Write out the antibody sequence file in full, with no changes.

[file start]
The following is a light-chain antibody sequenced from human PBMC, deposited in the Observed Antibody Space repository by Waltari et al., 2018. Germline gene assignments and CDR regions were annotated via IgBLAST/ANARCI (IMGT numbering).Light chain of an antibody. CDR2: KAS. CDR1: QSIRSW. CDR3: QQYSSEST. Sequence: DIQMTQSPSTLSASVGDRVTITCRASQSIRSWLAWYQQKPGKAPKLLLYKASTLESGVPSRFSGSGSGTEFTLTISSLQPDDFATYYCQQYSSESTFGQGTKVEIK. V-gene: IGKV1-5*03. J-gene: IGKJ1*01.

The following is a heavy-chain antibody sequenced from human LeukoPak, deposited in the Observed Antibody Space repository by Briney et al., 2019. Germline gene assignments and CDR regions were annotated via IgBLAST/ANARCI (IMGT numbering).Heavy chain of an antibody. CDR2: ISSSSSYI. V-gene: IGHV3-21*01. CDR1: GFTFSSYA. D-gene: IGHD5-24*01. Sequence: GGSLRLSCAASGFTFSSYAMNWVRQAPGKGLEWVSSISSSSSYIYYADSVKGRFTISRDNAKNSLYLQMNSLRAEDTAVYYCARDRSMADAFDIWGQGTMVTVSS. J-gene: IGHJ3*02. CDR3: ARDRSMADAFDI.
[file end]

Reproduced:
The following is a light-chain antibody sequenced from human PBMC, deposited in the Observed Antibody Space repository by Waltari et al., 2018. Germline gene assignments and CDR regions were annotated via IgBLAST/ANARCI (IMGT numbering).Light chain of an antibody. CDR2: KAS. CDR1: QSIRSW. CDR3: QQYSSEST. Sequence: DIQMTQSPSTLSASVGDRVTITCRASQSIRSWLAWYQQKPGKAPKLLLYKASTLESGVPSRFSGSGSGTEFTLTISSLQPDDFATYYCQQYSSESTFGQGTKVEIK. V-gene: IGKV1-5*03. J-gene: IGKJ1*01.

The following is a heavy-chain antibody sequenced from human LeukoPak, deposited in the Observed Antibody Space repository by Briney et al., 2019. Germline gene assignments and CDR regions were annotated via IgBLAST/ANARCI (IMGT numbering).Heavy chain of an antibody. CDR2: ISSSSSYI. V-gene: IGHV3-21*01. CDR1: GFTFSSYA. D-gene: IGHD5-24*01. Sequence: GGSLRLSCAASGFTFSSYAMNWVRQAPGKGLEWVSSISSSSSYIYYADSVKGRFTISRDNAKNSLYLQMNSLRAEDTAVYYCARDRSMADAFDIWGQGTMVTVSS. J-gene: IGHJ3*02. CDR3: ARDRSMADAFDI.